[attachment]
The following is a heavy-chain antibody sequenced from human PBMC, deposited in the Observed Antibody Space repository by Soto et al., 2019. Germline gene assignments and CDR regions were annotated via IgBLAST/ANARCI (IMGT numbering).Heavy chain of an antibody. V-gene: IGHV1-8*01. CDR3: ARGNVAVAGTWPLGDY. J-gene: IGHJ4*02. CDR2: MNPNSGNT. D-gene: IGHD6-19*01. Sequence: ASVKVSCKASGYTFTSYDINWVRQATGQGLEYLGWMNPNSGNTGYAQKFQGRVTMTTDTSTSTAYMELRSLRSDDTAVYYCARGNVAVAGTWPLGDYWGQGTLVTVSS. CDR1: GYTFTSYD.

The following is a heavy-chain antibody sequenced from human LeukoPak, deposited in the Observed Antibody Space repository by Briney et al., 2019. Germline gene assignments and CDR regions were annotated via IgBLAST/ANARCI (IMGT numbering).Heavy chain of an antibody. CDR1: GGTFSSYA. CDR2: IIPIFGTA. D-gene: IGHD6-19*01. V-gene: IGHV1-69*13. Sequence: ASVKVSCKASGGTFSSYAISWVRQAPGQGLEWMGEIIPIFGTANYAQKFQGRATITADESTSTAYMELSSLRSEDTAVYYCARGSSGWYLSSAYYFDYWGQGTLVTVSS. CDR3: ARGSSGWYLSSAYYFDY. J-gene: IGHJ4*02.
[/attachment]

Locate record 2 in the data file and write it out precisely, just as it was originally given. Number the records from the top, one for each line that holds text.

The following is a heavy-chain antibody sequenced from human LeukoPak, deposited in the Observed Antibody Space repository by Briney et al., 2019. Germline gene assignments and CDR regions were annotated via IgBLAST/ANARCI (IMGT numbering).Heavy chain of an antibody. CDR1: GGTFSSYA. CDR2: IIPIFGTA. D-gene: IGHD6-19*01. V-gene: IGHV1-69*13. Sequence: ASVKVSCKASGGTFSSYAISWVRQAPGQGLEWMGEIIPIFGTANYAQKFQGRATITADESTSTAYMELSSLRSEDTAVYYCARGSSGWYLSSAYYFDYWGQGTLVTVSS. CDR3: ARGSSGWYLSSAYYFDY. J-gene: IGHJ4*02.